As an investor, one of the most difficult decisions is determining the investment vehicles that you want to opt for to achieve your financial goals. For a new investor, this can be overwhelming due to the sheer number of options available. Should you invest in shares? Or, opt for mutual funds? Isn’t PPF very safe? What are ULIPs? The questions are endless. In this article, we will try to throw some light on three major investment options, Mutual Funds, ULIPs, and PPF and offer a comparative analysis to help you make an informed decision.
In this article
A preferred mode of investment for most Indians, a Mutual Fund is a professionally managed investment vehicle where a fund house pools money from different investors with common financial goals. It invests these funds in securities to achieve the overall investment objective of the fund. An experienced fund manager monitors and manages the corpus while making necessary changes to keep the returns positive.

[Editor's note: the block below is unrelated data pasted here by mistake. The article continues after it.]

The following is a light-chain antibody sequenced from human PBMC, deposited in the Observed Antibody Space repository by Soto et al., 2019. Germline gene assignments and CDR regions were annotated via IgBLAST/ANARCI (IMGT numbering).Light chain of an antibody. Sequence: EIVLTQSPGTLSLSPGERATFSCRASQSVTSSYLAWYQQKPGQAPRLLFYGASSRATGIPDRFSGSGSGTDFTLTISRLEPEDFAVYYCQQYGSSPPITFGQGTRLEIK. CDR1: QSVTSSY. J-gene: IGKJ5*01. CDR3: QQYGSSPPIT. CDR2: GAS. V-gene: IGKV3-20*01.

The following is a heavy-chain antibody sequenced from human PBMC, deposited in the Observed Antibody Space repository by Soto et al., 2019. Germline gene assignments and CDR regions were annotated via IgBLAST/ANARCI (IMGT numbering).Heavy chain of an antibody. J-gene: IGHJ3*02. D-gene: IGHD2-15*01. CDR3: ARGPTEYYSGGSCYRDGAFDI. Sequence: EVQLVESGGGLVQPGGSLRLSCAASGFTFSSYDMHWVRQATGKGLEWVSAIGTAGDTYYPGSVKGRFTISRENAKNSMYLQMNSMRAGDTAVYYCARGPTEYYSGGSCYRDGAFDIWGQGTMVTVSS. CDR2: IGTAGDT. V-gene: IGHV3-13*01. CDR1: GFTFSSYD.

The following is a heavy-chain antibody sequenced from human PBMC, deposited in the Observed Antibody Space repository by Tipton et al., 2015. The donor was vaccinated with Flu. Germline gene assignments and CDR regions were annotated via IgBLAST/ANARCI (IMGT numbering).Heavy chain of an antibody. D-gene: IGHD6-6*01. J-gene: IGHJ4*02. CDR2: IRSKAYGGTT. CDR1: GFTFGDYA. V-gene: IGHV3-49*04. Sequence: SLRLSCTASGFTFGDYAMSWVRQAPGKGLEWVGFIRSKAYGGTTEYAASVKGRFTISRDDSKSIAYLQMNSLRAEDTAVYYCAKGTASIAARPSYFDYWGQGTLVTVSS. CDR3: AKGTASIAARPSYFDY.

Mutual Funds can be broadly classified into three types:
- Equity Funds – where the fund primarily invests in equity or equity-related instruments. These funds are usually higher risk funds and also tend to offer better returns than other types of funds.
- Debt Funds – where the fund primarily invests in debt securities or money market instruments. These less risky than equity funds but the returns are also lower.
- Balanced Funds – where the fund invests in both equity and debt instruments. They tend to have moderate risk associated with them and offer moderate returns.
Equity Linked Savings Scheme or ELSS is a special type of equity fund which offers tax benefits under Section 80C of the Income Tax Act, 1961. These schemes have a mandatory lock-in period of three years.
Mutual Funds also offer several facilities and tools to help investors. Some of these are: